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Monday, November 8, 2010

Is Inflation Over Emphasized?

From time-to-time I'll come across a comment that will just stop me in my tracks. I'll reread it and then it will stick in the back of my mind for days. That happened last week when I read a blog that said financial planners over-emphasize inflation. I read it, reread it, and said huh? I just couldn't understand how a personal finance blogger could think that. To me, it was like someone saying it's OK to sleep on a railroad track.

In the financial planning world, of course, I come across this fairly often. ,People will point out that if they put their money in a 10-year Treasury note, it is perfectly safe and the interest it generates is enough to live on.

Two issues: interest rates change, and the amount of goods the interest payments buy today are a lot more than they will buy in 10 years because of inflation. Let's look back 10 years.

Suppose you retired 10 years ago, put your savings into the 10-year Treasury note and it generated $38,055 in interest payments. Suppose also, along with Social Security and other income sources, you figured this as providing you with a comfortable retirement.

Now move ahead 10 years. What will this $38,055 buy today in terms of goods and services? In other words, what has been the impact of the general rise in prices, i.e. inflation, over the past 10 years?

To answer this, go to the Bureau of Labor Statistics inflation calculator, and put in $30,000 and change the year to 2000. You'll find that, today, the $38,055 will only buy $30,000 in real goods and services - a 21% reduction in buying power! And this in an environment that experienced exceptionally low inflation.

But this isn't the only thing that upset the apple cart. On 1/1/2000 (yipee - Y2k didn't do us in!) the 10-year Treasury note yielded 6.67%. Today it yields 2.54%. Ooch!! Although greatly simplified, this partially illustrates the bind that many retirees find themselves in today.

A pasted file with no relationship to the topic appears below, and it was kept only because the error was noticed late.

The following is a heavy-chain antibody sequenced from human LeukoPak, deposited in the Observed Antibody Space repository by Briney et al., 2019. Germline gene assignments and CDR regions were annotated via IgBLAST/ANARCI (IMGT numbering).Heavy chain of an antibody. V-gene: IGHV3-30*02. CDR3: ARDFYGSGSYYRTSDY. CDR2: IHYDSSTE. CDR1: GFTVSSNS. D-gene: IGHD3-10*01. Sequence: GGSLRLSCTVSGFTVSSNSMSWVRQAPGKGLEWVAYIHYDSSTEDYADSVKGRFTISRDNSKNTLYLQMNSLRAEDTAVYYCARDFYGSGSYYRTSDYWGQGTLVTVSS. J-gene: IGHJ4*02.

Today's young people, on the other hand, have lived in a world of low inflation. Maybe most think it's non existent because it has crept up so slowly.

If they listen closely, they will hear their grandparents lament over the fact that the dollar doesn't buy what it once did. This is an expression of inflation.

Henny Youngman put it like this: "The country is getting stronger. It used to take two adults to carry $20 worth of groceries. Today a 5-year-old can do it." This is an expression of inflation.

All of this illustrates the impact of low inflation over a period of 10 years. But what's ahead? Prognostication is (besides not being easy to spell) always tricky, but the fact is that the Federal Reserve has taken the country into uncharted waters. The printing press is running overtime, and banks are filled to the brim with excess reserves. Inflation is caused by an excessive rate of growth in the money supply.

Is inflation over-emphasized? I think not.


  1. To a fixed income investor, inflation is everything-- the difference between real gains or losses. The advantage goes to asset owners, not debt owners, when inflation kicks up.

  2. The only way inflation would be harmless is if it was spread among everyone perfectly -- everyone's income, savings, and costs rose by an equal amount. Since this isn't how inflation works in reality, there are always winners and losers.

    That extra $8000 in purchasing power that the Treasury holder used to have did not disappear -- it went to someone else. Who it went to is the question we should be asking.